I hope 2014 is going well!
After a short hiatus, I am back to writing this blog where I document commentaries on fame and journey in exploring celebrity culture. The hiatus does not mean time stopped. On the contrary, I had abundant moments filled with travels, talks, readings, choreography, writing, publications, and gifts that I would love to share!
To be honest, I don’t know where to start as I am always in the middle of a journey, literally and metaphorically. Maybe I will start with a serendipitous moment that I still embrace with honour and dignity – the moment when our international foundation the Centre for Media and Celebrity Studies (CMCS) received a call from CTV national television network in Canada. While I was working on my publications, I received a kind email and then a call from CTV for a live interview with CMCS board members at 5 pm that night. CTV staff and I spoke to make immediate arrangements for the interview with CMCS board member Dr. Anita Krajnc, who is a leading activist, educator and an empowering soul in my journey. The interview focused on pop star’s Neil Young’s protest against development of oil sands. Dr. Krajnc’s excellent research and practice in using protest art, advocacy for non-human sentient beings, and ethical love set new grounds for the study and practice of celebrity activism. It mobilized the intent of celebrity activists and bridged gaps between academic and media institutions.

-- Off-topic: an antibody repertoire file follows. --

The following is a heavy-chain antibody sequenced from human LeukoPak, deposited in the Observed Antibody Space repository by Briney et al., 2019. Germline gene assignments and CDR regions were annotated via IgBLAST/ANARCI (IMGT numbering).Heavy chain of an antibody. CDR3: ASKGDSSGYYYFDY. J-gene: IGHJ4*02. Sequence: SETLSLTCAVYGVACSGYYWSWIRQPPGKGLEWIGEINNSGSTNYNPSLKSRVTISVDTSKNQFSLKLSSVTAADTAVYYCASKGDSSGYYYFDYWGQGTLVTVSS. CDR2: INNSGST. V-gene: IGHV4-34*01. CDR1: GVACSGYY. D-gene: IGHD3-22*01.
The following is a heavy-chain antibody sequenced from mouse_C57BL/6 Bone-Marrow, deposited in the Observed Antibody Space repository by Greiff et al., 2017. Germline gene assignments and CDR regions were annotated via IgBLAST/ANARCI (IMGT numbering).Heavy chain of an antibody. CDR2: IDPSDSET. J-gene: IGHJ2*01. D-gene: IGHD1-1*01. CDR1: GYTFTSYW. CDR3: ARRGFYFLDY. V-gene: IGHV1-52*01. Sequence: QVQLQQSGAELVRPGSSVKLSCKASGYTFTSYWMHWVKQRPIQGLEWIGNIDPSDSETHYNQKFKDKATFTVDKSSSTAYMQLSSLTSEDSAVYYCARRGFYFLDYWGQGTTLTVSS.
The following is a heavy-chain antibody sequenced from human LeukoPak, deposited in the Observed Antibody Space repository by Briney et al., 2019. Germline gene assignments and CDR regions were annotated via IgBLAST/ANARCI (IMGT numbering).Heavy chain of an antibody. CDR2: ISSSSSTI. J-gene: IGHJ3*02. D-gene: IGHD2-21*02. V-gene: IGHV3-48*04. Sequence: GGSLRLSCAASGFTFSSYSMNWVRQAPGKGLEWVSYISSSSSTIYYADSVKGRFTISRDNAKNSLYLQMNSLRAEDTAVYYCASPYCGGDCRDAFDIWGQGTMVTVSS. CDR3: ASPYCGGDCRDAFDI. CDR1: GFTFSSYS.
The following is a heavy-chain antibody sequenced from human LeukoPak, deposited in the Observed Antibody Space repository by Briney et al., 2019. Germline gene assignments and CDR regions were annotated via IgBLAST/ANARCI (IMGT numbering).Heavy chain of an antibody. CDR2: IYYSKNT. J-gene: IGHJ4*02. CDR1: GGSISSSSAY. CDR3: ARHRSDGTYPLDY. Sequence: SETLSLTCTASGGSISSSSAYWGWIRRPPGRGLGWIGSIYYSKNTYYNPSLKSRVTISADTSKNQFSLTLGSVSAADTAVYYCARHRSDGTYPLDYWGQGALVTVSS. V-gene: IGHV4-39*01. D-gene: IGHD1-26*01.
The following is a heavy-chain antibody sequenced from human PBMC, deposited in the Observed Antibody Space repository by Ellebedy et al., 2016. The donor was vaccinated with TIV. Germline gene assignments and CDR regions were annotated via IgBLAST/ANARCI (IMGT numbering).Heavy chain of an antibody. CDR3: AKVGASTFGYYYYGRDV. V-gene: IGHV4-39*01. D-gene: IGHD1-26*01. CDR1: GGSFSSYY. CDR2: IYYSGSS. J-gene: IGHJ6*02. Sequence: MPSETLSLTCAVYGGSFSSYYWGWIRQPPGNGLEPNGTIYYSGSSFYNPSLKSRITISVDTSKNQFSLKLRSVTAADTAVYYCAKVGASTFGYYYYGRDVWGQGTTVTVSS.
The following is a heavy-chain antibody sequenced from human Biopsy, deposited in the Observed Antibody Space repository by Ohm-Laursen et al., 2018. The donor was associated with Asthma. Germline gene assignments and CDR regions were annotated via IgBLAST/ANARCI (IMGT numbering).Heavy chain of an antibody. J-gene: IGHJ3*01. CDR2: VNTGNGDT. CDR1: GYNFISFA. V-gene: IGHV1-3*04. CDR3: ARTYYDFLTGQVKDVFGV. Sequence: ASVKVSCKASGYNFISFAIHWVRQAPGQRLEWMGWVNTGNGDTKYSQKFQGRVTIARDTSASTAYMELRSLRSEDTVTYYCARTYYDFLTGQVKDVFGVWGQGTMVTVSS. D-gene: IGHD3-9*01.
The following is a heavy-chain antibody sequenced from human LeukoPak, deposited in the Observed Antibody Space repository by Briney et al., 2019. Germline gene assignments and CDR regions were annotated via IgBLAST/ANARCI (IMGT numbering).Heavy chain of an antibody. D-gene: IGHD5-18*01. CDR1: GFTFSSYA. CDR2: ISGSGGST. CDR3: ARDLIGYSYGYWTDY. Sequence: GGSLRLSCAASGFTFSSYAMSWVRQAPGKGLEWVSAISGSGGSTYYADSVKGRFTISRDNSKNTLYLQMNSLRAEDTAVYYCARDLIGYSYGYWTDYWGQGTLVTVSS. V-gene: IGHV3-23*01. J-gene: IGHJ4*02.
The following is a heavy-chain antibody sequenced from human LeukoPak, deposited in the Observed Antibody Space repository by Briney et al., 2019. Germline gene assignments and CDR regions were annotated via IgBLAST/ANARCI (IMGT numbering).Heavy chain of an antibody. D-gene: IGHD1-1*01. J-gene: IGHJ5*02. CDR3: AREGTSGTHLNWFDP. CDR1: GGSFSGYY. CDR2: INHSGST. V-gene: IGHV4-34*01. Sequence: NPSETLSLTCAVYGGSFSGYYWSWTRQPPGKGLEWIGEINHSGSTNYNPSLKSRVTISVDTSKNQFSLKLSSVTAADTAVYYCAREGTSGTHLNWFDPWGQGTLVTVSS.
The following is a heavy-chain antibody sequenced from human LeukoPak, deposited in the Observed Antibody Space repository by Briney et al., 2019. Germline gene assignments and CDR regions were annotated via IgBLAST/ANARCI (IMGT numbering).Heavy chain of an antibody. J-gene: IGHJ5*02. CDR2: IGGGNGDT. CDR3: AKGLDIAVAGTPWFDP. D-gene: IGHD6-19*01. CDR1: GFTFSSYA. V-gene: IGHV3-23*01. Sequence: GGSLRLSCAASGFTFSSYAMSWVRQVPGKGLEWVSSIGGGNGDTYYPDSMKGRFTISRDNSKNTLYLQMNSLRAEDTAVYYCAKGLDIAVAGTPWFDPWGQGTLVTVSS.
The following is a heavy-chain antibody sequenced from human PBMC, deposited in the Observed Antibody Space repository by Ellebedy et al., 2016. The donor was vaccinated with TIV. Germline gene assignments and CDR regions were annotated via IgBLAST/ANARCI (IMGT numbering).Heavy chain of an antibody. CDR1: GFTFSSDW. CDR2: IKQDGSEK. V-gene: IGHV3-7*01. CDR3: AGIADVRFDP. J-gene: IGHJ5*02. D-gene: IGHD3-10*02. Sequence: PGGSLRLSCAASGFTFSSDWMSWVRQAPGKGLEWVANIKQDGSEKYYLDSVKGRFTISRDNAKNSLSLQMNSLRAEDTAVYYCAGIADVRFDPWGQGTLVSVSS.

The power of celebrity activism has far-reaching effects and warms my heart with promise. As Dr. Krajnc indicates in the above interview, famous artists put their celebrity on the line and use art not for the sake of art, but to evoke reverence for the dignity of life. Her views added to the perspectives shared in my guest lecture Celebrity Activism: Authenticity in Social Justice Movement at University of Toronto last year. The lecture showed how and why celebrity endorsements of charitable causes are symbols of authenticity, credibility, and expertise. It also revealed the power of ethical love in representation and recognition of popular talent.